what to expect when you’re adventing
Advent came alive for me two years ago.
In the span of one season, one calendar month, my world was transformed from infertility to fertility.
The first Sunday of Advent had brought with it deep breaths and a resolution to Just Forget How Awful Advent Felt Last Year And Make It Through Mass Today Without Crying. The second Sunday slumped forward into a familiar place of pessimism: It Is Never Going To Happen For Us And I Wish I Could Stop Wanting It To Happen.
There was this miraculous Wednesday in the middle of a cold December week. That brought with it one faint pink line – the first that dared seem real and not mere hope. And with it (and the second, and third tests that followed, just to be sure) came amazement.
What seemed so easy and natural – and often unwanted – for so many women was for us the culmination of months and months and months of charts, drugs, hormones, doctors and tests. To say nothing of prayer, tears, anger and more prayer. Frustrated, fitful prayer. We had to work at this, and it was painful, all-consuming work at times.
But then the sorrow was transformed. The tears turned into dancing.
My astonishment was palpable. I remember sitting at church during the third week of Advent, giddy from the Knowledge and barely off Cloud Nine. I realized that I would no longer have to grit my teeth through another Christmas chorus of “For unto us a child is born!” Instead, I was entering into expectancy just as the Church sang its praises – as the symbol of our openness and readiness towards the in-breaking of God in our lives.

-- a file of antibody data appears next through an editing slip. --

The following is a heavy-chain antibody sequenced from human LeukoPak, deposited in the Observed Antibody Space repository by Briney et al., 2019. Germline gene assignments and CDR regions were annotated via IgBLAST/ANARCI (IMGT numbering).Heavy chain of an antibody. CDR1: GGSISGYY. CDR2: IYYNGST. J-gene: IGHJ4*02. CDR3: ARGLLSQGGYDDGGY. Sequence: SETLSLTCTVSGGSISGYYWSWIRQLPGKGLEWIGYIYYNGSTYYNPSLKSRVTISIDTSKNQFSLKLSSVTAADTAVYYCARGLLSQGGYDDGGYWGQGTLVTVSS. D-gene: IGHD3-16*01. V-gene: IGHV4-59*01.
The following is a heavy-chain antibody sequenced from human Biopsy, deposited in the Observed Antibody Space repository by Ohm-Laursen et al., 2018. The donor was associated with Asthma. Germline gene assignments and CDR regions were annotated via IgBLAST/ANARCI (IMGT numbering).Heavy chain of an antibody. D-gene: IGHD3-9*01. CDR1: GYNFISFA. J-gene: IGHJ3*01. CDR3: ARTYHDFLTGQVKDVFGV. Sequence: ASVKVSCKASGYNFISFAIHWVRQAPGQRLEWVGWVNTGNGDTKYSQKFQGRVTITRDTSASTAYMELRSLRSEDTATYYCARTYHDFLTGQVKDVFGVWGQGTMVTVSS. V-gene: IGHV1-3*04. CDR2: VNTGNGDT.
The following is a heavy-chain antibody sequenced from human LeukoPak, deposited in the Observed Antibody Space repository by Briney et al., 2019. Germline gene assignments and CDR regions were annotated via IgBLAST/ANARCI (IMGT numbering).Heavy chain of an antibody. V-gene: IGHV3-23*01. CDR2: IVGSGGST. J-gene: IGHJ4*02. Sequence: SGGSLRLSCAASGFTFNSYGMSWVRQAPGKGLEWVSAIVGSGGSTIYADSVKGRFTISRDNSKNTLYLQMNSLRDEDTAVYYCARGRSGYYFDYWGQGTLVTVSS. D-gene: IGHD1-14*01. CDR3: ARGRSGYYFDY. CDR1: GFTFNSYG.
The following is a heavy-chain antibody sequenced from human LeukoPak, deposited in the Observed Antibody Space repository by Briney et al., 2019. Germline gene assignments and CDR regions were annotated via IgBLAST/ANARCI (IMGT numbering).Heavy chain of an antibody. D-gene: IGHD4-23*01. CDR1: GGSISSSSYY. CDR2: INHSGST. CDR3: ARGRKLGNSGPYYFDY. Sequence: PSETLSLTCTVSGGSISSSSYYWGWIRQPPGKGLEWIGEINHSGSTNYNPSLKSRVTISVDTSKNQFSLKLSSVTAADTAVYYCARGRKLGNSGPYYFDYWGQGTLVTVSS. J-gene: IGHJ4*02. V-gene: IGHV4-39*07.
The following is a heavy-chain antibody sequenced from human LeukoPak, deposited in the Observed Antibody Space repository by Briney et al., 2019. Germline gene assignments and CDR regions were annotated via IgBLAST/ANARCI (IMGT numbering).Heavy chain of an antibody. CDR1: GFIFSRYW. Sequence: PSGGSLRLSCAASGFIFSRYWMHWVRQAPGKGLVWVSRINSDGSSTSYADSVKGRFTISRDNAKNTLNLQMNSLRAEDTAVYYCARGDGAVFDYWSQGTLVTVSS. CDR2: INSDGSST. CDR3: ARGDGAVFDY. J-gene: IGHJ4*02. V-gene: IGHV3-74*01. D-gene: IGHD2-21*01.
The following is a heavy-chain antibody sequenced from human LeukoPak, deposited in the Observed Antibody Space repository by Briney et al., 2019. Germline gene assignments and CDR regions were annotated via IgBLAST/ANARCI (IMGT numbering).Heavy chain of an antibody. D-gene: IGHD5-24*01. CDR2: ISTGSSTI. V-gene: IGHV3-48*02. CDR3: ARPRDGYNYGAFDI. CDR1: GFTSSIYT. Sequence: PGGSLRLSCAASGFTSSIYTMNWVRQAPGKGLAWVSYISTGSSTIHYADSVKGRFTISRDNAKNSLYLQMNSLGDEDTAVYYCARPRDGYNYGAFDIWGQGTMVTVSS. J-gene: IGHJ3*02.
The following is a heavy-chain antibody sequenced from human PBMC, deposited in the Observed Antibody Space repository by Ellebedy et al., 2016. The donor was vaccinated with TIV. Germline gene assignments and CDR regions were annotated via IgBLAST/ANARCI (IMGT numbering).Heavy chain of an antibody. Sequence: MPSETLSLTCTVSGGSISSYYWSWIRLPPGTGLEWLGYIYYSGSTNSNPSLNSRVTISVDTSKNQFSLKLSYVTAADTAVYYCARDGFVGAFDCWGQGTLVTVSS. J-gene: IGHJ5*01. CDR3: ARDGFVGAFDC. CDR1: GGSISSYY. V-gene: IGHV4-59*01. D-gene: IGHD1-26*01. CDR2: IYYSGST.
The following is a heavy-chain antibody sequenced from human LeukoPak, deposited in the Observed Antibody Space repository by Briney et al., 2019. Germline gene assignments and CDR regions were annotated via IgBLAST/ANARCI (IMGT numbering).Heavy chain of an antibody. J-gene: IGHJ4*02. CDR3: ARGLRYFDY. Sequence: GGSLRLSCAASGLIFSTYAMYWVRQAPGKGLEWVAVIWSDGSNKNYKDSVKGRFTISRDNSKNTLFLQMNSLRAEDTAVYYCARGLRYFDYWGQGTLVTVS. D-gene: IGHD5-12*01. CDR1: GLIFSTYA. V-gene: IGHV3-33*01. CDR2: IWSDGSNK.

I can mark my journey that Advent through Scripture. I went from wallowing in the psalmist’s pit of despair to marveling at an angel’s startling announcement of conception. Could it really be?
The season’s symbols and stories shone in a new light. The tale of long-barren Elizabeth and Zechariah was no longer dry history. The leaping and blessing of John and Jesus in the womb no longer echoed like well-worn lines of rote prayer. The fear, surprise, and delight of these men and women was real and enfleshed. Their stories were our own.
This Advent I am profoundly grateful, from the depths of my core where that still-surprising and long-awaited life sprung, for the life of S. As we soon celebrate the anniversary of The Day We Found Out, I give thanks as well for living Advent: leaning into the unknowing and discovering God’s abundant goodness that is waiting therein.
Mystery, not magic; hoping, not having – these are the marks of the season. Of the graces to be dug from the thorny brambles of barrenness, spiritual renewal is thankfully a fruitful gift. But for me, the unexpected seasonal rebirth proved to be just as surprising: a welcome Advent guest.